Al

  • hibiscus909
    2 months ago
    last modified: 2 months ago

    Leave the lower leaves until they drop


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  • HU-251379786
    Original Author
    last month

    Hey all. I repotted, water 1/4 gallon every 3 days or so, and added a grow light for a few hours a day, due to my window direction. Now, the bottom leaves that were previously broken have since fallen off, but the top leaves are drooping slightly and some are curling up (which i thought was a symptom of overwatering?) I have not done anything with nutrients since getting the tree, as i was trying to stabilize the watering regiment. Any thoughts? Updated picture below


  • Travis in PHX (9b)
    last month

    The best thing to do is to check how wet the root zone is. We've established your mix is not a fast draining mix. Al explained why frequent shallow waterings are detrimental. You've kept the same frequency but lowered the amount. I would suspect that is not helping because it's still not allowing the root zone to dry and instead you risk building up salt levels in your soil (when water evaporates it leaves behind salts, which need to be flushed or they make it harder for your roots to breathe and take in water). So the question is are you over- or under-watering. Forget what you think should be normal. You have to respond to the actual state of your potting mix. That's all that matters.

    Al's suggestion of using a dowel to assess moisture at the root zone level is on point. If you're not sure about that, carefully lifting your tree and looking at the soil around the root ball can be very informative. I once had a tree that I potted in a fast-draining mix after buying it; I was perplexed when it showed signs of overwatering. I pulled it out and discovered the root ball (which I left intact from the nursery container it came in) was a soaking, suffocating mess of broken down mix. Moral of the story, I learned a lot about the status of my soil around the root zone by looking at it.

    Another clue is how the tree responds when you water. If my trees are happier when I don't water and I get more yellow leaves and drooping when I do water, that tells me I am watering too much. With practice, you will be better at knowing when to water.

    HU-251379786 thanked Travis in PHX (9b)
  • Lemon Lime Orange Zone 6a
    last month

    You have to choose the correct potting mix. The problem is the wetting agent. It has a chemical which holds 30% more moisture. Look for a potting mix with a maximum moisture content around 50% and one without a wetting agent.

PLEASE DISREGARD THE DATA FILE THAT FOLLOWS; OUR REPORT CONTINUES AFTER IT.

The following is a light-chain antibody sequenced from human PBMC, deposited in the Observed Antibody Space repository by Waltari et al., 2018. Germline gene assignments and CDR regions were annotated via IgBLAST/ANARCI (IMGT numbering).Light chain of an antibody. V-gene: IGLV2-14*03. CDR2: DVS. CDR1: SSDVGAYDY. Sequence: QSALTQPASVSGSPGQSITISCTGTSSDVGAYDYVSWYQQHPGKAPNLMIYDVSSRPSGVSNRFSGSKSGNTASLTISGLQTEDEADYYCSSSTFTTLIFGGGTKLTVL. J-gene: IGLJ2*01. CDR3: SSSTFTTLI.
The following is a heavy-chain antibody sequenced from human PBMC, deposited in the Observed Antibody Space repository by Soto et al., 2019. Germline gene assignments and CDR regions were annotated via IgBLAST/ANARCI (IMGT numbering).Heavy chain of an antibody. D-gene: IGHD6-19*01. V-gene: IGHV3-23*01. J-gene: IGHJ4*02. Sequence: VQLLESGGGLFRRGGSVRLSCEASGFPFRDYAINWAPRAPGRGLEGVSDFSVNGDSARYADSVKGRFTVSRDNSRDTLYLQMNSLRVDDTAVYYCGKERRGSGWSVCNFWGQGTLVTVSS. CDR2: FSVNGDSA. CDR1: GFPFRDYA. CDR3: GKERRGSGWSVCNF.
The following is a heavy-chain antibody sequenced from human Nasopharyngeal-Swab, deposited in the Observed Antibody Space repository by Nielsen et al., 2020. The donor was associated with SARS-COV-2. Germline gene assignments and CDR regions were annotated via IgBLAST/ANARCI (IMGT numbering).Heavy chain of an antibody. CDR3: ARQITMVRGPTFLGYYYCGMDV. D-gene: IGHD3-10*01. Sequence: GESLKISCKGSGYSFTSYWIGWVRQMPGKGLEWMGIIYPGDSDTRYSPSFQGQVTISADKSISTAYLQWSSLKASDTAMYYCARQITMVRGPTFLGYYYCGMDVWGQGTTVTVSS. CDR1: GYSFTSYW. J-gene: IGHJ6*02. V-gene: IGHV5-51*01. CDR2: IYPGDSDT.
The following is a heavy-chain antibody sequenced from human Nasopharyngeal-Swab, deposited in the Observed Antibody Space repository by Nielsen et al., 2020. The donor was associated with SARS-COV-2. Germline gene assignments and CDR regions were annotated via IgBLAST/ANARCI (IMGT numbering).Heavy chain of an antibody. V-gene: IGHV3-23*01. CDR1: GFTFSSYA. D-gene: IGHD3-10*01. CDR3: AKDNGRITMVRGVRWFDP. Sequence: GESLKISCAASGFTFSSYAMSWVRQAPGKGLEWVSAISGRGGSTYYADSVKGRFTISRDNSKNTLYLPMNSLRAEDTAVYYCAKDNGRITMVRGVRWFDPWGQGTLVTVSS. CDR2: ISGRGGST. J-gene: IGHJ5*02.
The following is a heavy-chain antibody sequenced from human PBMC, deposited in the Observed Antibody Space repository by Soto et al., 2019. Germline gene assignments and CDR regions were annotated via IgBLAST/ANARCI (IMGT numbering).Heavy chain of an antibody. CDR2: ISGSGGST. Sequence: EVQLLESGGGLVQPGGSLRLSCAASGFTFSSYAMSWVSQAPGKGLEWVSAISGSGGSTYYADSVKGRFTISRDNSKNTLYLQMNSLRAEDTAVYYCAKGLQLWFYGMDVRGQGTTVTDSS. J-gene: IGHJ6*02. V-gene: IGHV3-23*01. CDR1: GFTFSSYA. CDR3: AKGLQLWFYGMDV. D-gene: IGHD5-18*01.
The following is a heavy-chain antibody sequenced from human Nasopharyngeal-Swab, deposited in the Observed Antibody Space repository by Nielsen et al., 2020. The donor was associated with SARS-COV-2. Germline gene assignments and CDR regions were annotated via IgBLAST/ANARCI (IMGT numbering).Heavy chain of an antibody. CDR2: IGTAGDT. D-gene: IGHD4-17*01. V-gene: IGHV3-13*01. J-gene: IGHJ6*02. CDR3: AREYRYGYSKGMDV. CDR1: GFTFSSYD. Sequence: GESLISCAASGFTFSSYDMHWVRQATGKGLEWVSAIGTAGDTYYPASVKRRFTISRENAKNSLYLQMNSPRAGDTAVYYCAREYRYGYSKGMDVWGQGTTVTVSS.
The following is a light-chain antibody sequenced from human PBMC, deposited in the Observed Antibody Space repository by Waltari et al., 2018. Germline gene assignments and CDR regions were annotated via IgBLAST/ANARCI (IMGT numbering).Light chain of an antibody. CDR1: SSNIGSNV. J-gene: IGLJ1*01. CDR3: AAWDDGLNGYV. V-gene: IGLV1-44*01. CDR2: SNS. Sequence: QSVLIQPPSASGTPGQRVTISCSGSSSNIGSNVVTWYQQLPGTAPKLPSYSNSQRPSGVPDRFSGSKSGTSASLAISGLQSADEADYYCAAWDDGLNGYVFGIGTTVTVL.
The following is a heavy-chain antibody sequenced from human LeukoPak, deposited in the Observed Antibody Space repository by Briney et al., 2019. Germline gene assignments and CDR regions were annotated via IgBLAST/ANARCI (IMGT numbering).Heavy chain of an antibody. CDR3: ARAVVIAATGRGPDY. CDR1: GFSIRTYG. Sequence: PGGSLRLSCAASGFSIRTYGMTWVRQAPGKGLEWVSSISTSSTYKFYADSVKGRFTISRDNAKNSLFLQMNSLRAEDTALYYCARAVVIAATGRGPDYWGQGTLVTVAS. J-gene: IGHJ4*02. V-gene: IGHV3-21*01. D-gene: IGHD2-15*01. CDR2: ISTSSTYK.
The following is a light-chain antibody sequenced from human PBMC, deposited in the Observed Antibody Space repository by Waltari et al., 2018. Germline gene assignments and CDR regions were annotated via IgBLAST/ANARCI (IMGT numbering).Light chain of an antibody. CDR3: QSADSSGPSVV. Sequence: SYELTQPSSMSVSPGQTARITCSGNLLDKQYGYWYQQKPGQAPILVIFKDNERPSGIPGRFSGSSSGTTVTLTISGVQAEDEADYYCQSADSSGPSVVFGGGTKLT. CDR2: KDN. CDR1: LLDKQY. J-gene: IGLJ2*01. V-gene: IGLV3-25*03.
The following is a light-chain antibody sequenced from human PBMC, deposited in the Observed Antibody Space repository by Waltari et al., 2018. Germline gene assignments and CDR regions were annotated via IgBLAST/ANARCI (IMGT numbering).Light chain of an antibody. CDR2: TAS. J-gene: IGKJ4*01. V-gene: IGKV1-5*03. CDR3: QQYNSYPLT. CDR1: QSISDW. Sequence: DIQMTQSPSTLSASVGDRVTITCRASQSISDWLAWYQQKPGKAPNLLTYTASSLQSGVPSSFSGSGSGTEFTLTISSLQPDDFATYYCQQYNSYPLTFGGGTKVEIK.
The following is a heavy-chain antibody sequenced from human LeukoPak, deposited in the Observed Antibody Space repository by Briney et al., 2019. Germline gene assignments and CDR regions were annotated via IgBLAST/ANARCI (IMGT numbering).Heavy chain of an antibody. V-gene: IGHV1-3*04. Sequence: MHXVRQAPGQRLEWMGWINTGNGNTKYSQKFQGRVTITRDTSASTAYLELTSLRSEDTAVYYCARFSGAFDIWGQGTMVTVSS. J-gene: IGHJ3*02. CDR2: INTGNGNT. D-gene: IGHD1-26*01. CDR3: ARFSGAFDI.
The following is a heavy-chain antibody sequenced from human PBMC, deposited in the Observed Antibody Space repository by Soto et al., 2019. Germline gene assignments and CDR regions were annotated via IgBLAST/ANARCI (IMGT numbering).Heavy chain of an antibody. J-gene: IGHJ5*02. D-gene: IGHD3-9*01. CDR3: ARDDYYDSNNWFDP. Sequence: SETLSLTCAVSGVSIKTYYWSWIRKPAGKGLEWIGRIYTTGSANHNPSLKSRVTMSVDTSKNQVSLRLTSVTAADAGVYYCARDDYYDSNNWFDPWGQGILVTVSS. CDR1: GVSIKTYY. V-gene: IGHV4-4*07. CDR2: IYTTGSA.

• tapla
    last month
    last modified: last month

    Media treated with a wetting agent hold less water at container capacity than untreated media.

    Also, consider carefully before you buy into the idea water absorbing polymer 'crystals'. When media are moist, they serve no purpose. As a medium dries down, the crystals can hold what would otherwise be available water so tightly it's unavailable to the plant.

    Al

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  • Lemon Lime Orange Zone 6a
    last month

    Direct from Miracle-Gro the potting soil you are using "Absorbs up to 33% more water than basic potting soil (vs. potting soil that does not contain sphagnum peat moss, coir and wetting agent)".

  • Lemon Lime Orange Zone 6a
    last month

    That being said in two days a wetting agent is not going to have catastrophic effects. Your lemon tree is in shock from moving from the greenhouse to indoors. The plant can't uptake enough water to compensate for less humidity. Water more and move it back from the window. Buy a $20 infrared thermometer on Amazon and check the actual temperature of the leaves.

  • Lemon Lime Orange Zone 6a
    last month

    If you just fertilized when reporting that could also be the issue.

  • Lemon Lime Orange Zone 6a
    last month

    Tap water is not great. If water is cold that can shock the plant. Ideally water should be the same temperature as soil or warmer. I use reverse osmosis indoors and I use tap water outside but let it sit for a few days for chlorine to evaporate. Outdoors I have a garden house with heated water 90F for misting plant and knocking bugs off.

    HU-251379786 thanked Lemon Lime Orange Zone 6a
  • HU-251379786
    Original Author
    16 hours ago

    Hello everyone! Just a quick update, my tree flowered! I dont know what this will mean in terms of lemons but it has about 15 blooms so far. About 5 of them have opened and then apparently turned yellow and died? But the newest look healthy. I havent changed anything except putting egg shells in the soil. Excited to see what happens next or if there is any particular advice for this next phase to ensure the tree continues to live! I took a Qtip in between the male and female plants to pollinate them.... before half of them died. Ha


  • HU-251379786
    Original Author
    16 hours ago


    Pic 2 of full tree